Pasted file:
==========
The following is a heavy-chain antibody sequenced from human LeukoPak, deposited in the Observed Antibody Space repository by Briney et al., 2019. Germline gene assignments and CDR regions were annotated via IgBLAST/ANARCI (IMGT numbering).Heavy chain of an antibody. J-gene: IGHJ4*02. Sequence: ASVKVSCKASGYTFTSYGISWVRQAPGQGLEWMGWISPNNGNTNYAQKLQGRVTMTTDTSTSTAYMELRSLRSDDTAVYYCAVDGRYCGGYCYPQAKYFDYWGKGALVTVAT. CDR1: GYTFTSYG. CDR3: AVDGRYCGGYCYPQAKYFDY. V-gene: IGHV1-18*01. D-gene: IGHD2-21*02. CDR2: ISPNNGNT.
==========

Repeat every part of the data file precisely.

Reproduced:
The following is a heavy-chain antibody sequenced from human LeukoPak, deposited in the Observed Antibody Space repository by Briney et al., 2019. Germline gene assignments and CDR regions were annotated via IgBLAST/ANARCI (IMGT numbering).Heavy chain of an antibody. J-gene: IGHJ4*02. Sequence: ASVKVSCKASGYTFTSYGISWVRQAPGQGLEWMGWISPNNGNTNYAQKLQGRVTMTTDTSTSTAYMELRSLRSDDTAVYYCAVDGRYCGGYCYPQAKYFDYWGKGALVTVAT. CDR1: GYTFTSYG. CDR3: AVDGRYCGGYCYPQAKYFDY. V-gene: IGHV1-18*01. D-gene: IGHD2-21*02. CDR2: ISPNNGNT.